Thoughts on waste management consultations

One of the closing sessions at last week’s GLOBE 2014 conference was a special session on waste management. Organized by the National Zero Waste Council, a fledgling organization sponsored by Metro Vancouver, the session, entitled Advancing a Waste Prevention and Reduction Agenda in Canada, involved a panel of generic policy experts involved not only with waste management but also with other environmental and social issues. The panel was chaired by Erica Johnson, host of CBC’s Marketplace show.

The most interesting part of the session was the opportunity provided to the 150 or so audience members to ask questions and make proposals for the work of the NZWC. Although held as part of GLOBE, this particular session was open to anyone who might be interested. Vancouver is currently going through a strategic planning process for waste management, including the construction of a thermal component commonly but not quite accurately known as an “incinerator”. Thus the session attracted a fairly activist group of people and organizations who have thoughts and notions about waste management.

In GallonDaily’s editor’s experience from more than 30 years of work on waste management issues, waste management is one of those issues, like hockey in Canada, where everyone considers themselves an expert. The suggestions brought forward by the audience covered the full range from banning polystyrene, putting a refundable deposit on all glass bottles or on all packaging, taxing homes according to the amount of waste generated, requiring retailers to take back all packaging, and asking the NZWC to ban the construction of an incinerator in Vancouver. One could see where the ideas were coming from but few if any of them were practical, politically viable, and economically sound whether for Canada or for the NZWC.

As almost everyone involved with public consultation, especially around waste management issues, will know, people frequently promote ideas that are based on an incomplete understanding of the facts. But the frustrating part of the GLOBE session was that no one on the panel or in the room attempted to explain why some of the ideas presented were not likely to fly. Thus the participants presenting these impractical ideas most likely went away feeling that they had made a contribution. When, in a matter of months, the NZWC announces its first workplan and none of these ideas are included, some of the activist participants will feel that they have been ignored. They will be angry and many will begin to promote their proposals even more aggressively. The panel led GallonDaily to two conclusions:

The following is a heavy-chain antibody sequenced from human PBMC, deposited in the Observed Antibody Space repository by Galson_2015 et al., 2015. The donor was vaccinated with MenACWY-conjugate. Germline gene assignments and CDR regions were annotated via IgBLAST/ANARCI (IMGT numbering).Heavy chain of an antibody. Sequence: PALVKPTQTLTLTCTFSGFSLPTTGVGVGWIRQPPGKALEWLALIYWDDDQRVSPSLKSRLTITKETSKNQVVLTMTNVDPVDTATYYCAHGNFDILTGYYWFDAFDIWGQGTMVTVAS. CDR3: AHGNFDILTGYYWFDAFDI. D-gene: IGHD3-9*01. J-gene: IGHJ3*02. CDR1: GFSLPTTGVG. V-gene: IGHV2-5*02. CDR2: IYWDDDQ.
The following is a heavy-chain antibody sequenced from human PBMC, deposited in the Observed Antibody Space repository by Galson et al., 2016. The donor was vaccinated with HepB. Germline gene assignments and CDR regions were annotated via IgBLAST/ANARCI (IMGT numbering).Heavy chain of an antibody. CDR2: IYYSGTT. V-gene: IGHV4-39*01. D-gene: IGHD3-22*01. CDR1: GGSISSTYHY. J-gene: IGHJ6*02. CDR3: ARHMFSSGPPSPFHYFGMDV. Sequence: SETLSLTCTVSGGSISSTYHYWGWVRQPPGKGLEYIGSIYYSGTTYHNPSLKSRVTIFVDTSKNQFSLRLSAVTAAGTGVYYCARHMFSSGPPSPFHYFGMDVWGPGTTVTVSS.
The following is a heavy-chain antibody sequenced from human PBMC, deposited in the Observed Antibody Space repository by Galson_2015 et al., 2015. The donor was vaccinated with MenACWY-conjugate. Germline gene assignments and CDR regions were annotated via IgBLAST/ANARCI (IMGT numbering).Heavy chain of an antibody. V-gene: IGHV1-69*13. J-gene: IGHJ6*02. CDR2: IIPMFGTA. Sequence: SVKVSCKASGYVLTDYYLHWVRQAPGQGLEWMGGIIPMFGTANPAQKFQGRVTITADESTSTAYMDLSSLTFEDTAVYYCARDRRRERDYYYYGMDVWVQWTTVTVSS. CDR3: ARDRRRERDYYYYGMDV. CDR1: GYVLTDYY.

1. consultations of this nature should include experts who can respond immediately to suggestions coming from the public and can discuss the pros and cons of each idea in a way that increases understanding of the complexity of the topic and of the considerations that have to be taken into account when developing waste management policy; and
  2. the industry must recognize that public opinion is eager for waste reduction initiatives that may be quite harmful to industry and, in some cases, to the environment. Unless the Canadian packaging industries and commercial users of packaging ramp up their public education efforts, local and provincial governments, possibly also a future federal government, will start implementing policies based on suggestions coming from public meetings such as this.

In GallonDaily’s opinion, industry will only have itself to blame if packaging bans, taxes, levies, and take-back programs become mandatory.

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